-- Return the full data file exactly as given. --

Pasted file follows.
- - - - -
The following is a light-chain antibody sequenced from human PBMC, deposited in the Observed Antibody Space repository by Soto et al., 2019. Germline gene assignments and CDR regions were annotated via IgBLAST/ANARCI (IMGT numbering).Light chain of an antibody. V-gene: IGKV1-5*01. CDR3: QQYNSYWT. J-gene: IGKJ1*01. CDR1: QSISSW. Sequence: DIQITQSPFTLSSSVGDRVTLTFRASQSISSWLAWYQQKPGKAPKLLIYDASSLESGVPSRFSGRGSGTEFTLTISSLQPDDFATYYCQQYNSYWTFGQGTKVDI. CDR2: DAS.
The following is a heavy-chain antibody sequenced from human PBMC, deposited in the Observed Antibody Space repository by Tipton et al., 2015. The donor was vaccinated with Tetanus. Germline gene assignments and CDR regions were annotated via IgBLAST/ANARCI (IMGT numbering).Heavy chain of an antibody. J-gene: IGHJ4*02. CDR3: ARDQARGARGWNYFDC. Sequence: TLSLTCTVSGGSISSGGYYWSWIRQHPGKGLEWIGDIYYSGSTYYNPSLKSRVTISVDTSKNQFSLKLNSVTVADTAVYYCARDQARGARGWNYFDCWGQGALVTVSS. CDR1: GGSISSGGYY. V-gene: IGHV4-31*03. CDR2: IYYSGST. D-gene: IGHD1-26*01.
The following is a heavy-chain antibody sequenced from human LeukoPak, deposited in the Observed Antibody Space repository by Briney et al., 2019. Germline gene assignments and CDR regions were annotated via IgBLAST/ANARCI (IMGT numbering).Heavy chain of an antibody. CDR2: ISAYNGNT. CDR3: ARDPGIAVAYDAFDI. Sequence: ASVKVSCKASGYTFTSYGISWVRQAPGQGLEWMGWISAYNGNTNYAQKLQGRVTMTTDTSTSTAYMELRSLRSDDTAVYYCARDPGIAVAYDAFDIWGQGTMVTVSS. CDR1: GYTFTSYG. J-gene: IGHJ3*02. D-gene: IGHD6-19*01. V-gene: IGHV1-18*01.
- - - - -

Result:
The following is a light-chain antibody sequenced from human PBMC, deposited in the Observed Antibody Space repository by Soto et al., 2019. Germline gene assignments and CDR regions were annotated via IgBLAST/ANARCI (IMGT numbering).Light chain of an antibody. V-gene: IGKV1-5*01. CDR3: QQYNSYWT. J-gene: IGKJ1*01. CDR1: QSISSW. Sequence: DIQITQSPFTLSSSVGDRVTLTFRASQSISSWLAWYQQKPGKAPKLLIYDASSLESGVPSRFSGRGSGTEFTLTISSLQPDDFATYYCQQYNSYWTFGQGTKVDI. CDR2: DAS.
The following is a heavy-chain antibody sequenced from human PBMC, deposited in the Observed Antibody Space repository by Tipton et al., 2015. The donor was vaccinated with Tetanus. Germline gene assignments and CDR regions were annotated via IgBLAST/ANARCI (IMGT numbering).Heavy chain of an antibody. J-gene: IGHJ4*02. CDR3: ARDQARGARGWNYFDC. Sequence: TLSLTCTVSGGSISSGGYYWSWIRQHPGKGLEWIGDIYYSGSTYYNPSLKSRVTISVDTSKNQFSLKLNSVTVADTAVYYCARDQARGARGWNYFDCWGQGALVTVSS. CDR1: GGSISSGGYY. V-gene: IGHV4-31*03. CDR2: IYYSGST. D-gene: IGHD1-26*01.
The following is a heavy-chain antibody sequenced from human LeukoPak, deposited in the Observed Antibody Space repository by Briney et al., 2019. Germline gene assignments and CDR regions were annotated via IgBLAST/ANARCI (IMGT numbering).Heavy chain of an antibody. CDR2: ISAYNGNT. CDR3: ARDPGIAVAYDAFDI. Sequence: ASVKVSCKASGYTFTSYGISWVRQAPGQGLEWMGWISAYNGNTNYAQKLQGRVTMTTDTSTSTAYMELRSLRSDDTAVYYCARDPGIAVAYDAFDIWGQGTMVTVSS. CDR1: GYTFTSYG. J-gene: IGHJ3*02. D-gene: IGHD6-19*01. V-gene: IGHV1-18*01.